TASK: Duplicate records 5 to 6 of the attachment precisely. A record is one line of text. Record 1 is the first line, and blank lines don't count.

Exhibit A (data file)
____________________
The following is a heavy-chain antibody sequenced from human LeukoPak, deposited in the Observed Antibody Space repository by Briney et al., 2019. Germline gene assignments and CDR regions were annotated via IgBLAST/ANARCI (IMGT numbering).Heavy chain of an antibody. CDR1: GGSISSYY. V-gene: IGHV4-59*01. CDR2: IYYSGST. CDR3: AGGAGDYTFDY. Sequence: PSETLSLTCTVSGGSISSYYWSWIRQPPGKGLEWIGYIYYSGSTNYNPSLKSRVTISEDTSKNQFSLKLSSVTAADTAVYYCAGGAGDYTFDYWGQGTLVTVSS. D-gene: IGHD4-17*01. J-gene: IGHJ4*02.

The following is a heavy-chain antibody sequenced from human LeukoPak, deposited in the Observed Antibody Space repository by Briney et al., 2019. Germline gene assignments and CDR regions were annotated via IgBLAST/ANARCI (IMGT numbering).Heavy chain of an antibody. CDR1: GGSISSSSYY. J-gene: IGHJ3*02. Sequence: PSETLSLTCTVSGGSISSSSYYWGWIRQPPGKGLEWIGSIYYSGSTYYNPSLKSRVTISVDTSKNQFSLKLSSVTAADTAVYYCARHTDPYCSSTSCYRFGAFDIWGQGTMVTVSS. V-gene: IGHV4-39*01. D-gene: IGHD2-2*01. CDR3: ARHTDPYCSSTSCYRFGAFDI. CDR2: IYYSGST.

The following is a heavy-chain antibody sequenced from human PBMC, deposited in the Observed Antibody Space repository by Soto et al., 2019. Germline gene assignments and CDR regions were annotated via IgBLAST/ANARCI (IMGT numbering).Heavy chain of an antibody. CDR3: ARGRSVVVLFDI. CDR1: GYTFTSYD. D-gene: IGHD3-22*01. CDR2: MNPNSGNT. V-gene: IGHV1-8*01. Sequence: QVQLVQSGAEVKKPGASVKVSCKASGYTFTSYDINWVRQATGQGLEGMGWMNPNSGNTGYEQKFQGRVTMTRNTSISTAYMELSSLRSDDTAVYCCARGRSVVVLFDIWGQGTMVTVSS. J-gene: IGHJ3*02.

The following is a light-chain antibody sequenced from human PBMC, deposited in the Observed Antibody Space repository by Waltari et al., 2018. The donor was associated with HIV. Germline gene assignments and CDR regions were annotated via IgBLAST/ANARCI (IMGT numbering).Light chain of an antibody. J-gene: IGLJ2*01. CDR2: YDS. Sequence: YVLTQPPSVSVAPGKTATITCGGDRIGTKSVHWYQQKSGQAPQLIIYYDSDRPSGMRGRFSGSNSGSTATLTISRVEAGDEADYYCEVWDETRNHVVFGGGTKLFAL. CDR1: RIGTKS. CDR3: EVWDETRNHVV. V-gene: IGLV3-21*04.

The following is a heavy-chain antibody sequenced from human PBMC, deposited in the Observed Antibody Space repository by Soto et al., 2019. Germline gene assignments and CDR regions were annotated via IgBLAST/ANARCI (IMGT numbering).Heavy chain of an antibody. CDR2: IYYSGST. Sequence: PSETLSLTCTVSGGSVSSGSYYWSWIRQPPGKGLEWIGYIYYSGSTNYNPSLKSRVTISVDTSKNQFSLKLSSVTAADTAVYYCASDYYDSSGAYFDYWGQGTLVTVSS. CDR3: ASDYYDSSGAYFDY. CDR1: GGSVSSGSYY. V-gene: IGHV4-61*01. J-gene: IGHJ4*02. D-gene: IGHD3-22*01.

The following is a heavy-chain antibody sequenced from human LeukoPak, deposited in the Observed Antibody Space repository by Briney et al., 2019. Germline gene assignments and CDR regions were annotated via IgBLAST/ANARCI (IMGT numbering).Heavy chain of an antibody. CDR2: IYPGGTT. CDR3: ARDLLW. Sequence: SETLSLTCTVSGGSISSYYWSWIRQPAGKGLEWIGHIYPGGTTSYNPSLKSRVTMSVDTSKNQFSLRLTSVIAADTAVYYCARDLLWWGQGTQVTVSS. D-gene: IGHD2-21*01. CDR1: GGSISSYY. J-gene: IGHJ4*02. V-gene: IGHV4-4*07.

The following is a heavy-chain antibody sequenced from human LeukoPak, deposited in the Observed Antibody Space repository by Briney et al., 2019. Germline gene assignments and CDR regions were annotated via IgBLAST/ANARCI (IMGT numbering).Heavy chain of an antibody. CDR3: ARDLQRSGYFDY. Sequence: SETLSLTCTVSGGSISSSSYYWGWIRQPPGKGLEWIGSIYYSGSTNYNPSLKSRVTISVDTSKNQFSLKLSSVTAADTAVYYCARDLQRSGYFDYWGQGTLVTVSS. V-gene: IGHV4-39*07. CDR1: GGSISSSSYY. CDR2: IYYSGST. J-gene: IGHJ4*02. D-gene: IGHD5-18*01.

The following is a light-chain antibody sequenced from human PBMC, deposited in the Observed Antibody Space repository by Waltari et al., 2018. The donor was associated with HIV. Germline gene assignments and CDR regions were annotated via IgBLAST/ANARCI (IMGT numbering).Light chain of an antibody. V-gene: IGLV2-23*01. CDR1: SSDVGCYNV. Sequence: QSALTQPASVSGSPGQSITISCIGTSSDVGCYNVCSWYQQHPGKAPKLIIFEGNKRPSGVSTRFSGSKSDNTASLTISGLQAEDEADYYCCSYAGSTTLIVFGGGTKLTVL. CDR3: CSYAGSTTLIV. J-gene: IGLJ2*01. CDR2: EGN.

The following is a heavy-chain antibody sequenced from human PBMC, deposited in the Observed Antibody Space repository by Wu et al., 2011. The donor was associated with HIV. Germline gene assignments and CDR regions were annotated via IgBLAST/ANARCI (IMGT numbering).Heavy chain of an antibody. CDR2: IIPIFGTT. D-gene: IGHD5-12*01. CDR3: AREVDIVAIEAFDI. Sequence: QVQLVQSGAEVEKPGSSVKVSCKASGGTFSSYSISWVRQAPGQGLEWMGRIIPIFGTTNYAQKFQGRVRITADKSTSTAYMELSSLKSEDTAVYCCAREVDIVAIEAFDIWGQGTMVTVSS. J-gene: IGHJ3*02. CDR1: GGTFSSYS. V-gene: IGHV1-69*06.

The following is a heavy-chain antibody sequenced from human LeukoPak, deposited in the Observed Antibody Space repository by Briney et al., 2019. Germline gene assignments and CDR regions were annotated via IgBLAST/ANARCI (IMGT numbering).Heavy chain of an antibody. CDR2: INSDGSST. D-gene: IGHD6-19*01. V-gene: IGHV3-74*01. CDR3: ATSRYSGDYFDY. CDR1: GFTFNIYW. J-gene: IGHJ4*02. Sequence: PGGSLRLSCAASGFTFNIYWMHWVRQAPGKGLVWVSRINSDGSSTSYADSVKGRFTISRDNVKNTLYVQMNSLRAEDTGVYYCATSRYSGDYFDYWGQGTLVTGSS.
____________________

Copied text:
The following is a heavy-chain antibody sequenced from human PBMC, deposited in the Observed Antibody Space repository by Soto et al., 2019. Germline gene assignments and CDR regions were annotated via IgBLAST/ANARCI (IMGT numbering).Heavy chain of an antibody. CDR2: IYYSGST. Sequence: PSETLSLTCTVSGGSVSSGSYYWSWIRQPPGKGLEWIGYIYYSGSTNYNPSLKSRVTISVDTSKNQFSLKLSSVTAADTAVYYCASDYYDSSGAYFDYWGQGTLVTVSS. CDR3: ASDYYDSSGAYFDY. CDR1: GGSVSSGSYY. V-gene: IGHV4-61*01. J-gene: IGHJ4*02. D-gene: IGHD3-22*01.

The following is a heavy-chain antibody sequenced from human LeukoPak, deposited in the Observed Antibody Space repository by Briney et al., 2019. Germline gene assignments and CDR regions were annotated via IgBLAST/ANARCI (IMGT numbering).Heavy chain of an antibody. CDR2: IYPGGTT. CDR3: ARDLLW. Sequence: SETLSLTCTVSGGSISSYYWSWIRQPAGKGLEWIGHIYPGGTTSYNPSLKSRVTMSVDTSKNQFSLRLTSVIAADTAVYYCARDLLWWGQGTQVTVSS. D-gene: IGHD2-21*01. CDR1: GGSISSYY. J-gene: IGHJ4*02. V-gene: IGHV4-4*07.